2. Biotic components- The biotic components of an ecosystem refer to the living organisms present in that ecosystem. The biotic components are divided as producers, consumers and decomposers. Producers are plants, consumers include animals which can be herbivores or carnivores and decomposers include microorganisms like fungi and  bacteria. 

Q8. Define ecological pyramids and describe with examples, pyramids of number and biomass. 
Answer: Ecological pyramid- The graphical representation of an ecological parameter such as number, biomass or energy, sequence wise in various trophic levels of a food chain in which producers are at the base, herbivores in the middle and carnivores at the top level.  Ecological pyramids can be upright, inverted, or spindle-shaped. The three common types of ecological pyramids include the pyramid of number, pyramid of biomass and pyramid of energy. 
1. Pyramids of number- It is the number of individuals per unit area at various trophic levels. It is generally upright, however, the pyramid of number in case of a big tree is generally inverted because number of insects that feed on tree generally exceeds in number. 
2. Pyramids of biomass- It represents the biomass in various trophic levels. A pyramid of biomass is upright except in an aquatic food chain. A pyramid of biomass in the sea is generally inverted because the biomass of fishes is generally more than that of phytoplankton. 
3. Pyramids of energy- It is the graphic representation of the amount of energy trapped at different trophic levels per unit area. Pyramid of energy is always upright. 

Q9. What is primary productivity? Give brief description of factors that affect primary  productivity. 
Answer: Primary productivity refers to the amount of organic matter or biomass produced by producers per unit area over a period of time. The primary productivity of an ecosystem depends upon a number of factors such as light, temperature, water, precipitation, availability of nutrients etc. 

Q10. Define decomposition and describe the processes and products of decomposition. 
Answer: Decomposition is the process of breaking down complex organic matter of detritus into inorganic substances such as carbon dioxide, water and nutrients. Dead remains of plants and animals constitute detritus. The process of decomposition involves steps like fragmentation, leaching, catabolism, humification and mineralization.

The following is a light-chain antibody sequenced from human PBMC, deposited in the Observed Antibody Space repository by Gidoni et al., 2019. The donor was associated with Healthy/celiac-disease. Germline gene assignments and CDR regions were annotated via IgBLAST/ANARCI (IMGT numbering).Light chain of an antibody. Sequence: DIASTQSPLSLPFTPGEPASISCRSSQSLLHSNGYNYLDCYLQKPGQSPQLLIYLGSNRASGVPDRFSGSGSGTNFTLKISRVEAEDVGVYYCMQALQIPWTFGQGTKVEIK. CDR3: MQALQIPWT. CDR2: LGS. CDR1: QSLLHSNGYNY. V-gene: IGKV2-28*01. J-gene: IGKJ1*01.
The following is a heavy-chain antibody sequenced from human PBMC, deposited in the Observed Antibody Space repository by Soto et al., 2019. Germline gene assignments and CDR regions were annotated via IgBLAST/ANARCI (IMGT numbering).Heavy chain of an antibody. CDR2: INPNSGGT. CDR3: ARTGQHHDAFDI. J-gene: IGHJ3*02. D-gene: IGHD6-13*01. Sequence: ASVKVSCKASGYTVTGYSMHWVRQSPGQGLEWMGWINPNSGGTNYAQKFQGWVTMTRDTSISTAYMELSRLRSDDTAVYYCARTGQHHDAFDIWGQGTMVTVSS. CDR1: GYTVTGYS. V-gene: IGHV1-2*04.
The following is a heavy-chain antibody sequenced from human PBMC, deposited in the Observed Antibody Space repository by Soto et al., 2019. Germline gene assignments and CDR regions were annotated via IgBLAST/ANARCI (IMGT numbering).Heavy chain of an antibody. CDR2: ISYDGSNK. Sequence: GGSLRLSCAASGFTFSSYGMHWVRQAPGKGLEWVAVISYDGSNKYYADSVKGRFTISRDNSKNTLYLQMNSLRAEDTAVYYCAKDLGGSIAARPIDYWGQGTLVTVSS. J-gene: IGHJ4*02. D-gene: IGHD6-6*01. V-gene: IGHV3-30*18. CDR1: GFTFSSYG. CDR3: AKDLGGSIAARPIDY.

1.Fragmentation of Detritus- In this step, the detritus is broken down into small fragments by earthworms 
2.Leaching- In leaching the water-soluble nutrients, seep down into the soil and become unavailable salts. 
3.Catabolism- The small fragments of decomposed by decomposers like fungi and bacteria with the help of action of enzymes. 
4.Humification- In this step, humus is formed. Humus is a dark colored, amorphous solid substance that acts as a nutrient reserve. 
5.Mineralization- In this step by the action of microbes, the inorganic nutrients are released from the humus. 

Q11. Give an account of energy flow in an ecosystem 
Answer: Energy Flow in an ecosystem: 
All living organisms are dependent for their food on producers, directly or indirectly. There is a unidirectional flow of energy from the sun to producers and then to consumers.  Photosynthetically active radiation (PAR) is responsible for the synthesis of food by plants. Animals obtain their food from plants, so they are called consumers. The process of eating and being eaten is called a food chain in which energy flows from producers to consumers. For example, In Grazing food chain, the grass is eaten by goats and Goats are further eaten by man. Similarly, in the detritus food chain, the sequence begins with dead organic matter. It is made up of decomposers which are heterotrophic organisms (fungi and bacteria). These are also known as saprotrophs. Decomposers secrete digestive enzymes that breakdown dead and waste materials into simple, inorganic materials, which are subsequently absorbed by them. Natural interconnection of food chain forms the food web. Thus, in an ecosystem, energy flow occurs through food chains and food webs. 

Q12. Write important features of a sedimentary cycle in an ecosystem. 
Answer: The important features of the sedimentary cycle are as follows: 
1. These nutrient cycles have their reservoirs in the Earth's crust. 
2. Sulphur, calcium, phosphorous etc. have sedimentary cycles. 
3. Sedimentary cycles are slow; they take more time to complete their circulation and are considered fewer perfect cycles 

Q13. Outline salient features of carbon cycling in an ecosystem.
Answer: Salient features of carbon cycling are as follows 
1. Carbon cycling occurs through atmosphere, ocean and through the living and dead organisms. 
2. Most of the carbon is fixed by plants during the process of photosynthesis and returns to the atmosphere in the form of CO2 during respiration. 
3. Burning of wood, forest fire and combustion of organic matter, fossil fuel, and volcanic activity are some other sources of releasing CO2 in the atmosphere. 

An outline of C-cycle is depicted in the figure given below: 

Also See
Chapter 1 Reproduction in Organisms Chapter 2 Sexual Reproduction in Flowering Plants Chapter 3 Human Reproduction
Chapter 4 Reproductive Health Chapter 5 Principles of Inheritance and Variation Chapter 6 Molecular Basis of Inheritance
Chapter 7 Evolution Chapter 8 Human Health and Disease Chapter 9 Strategies for Enhancement in Food Reproduction
Chapter 10 Microbes in Human Welfare Solutions Chapter 11 Biotechnology: Principles and Processes Chapter 12 Biotechnology and its Applications
Chapter 13 Organisms and Populations Chapter 14 Ecosystems Solutions Chapter 15 Biodiversity and Conservation
Chapter 16 Environmental Issues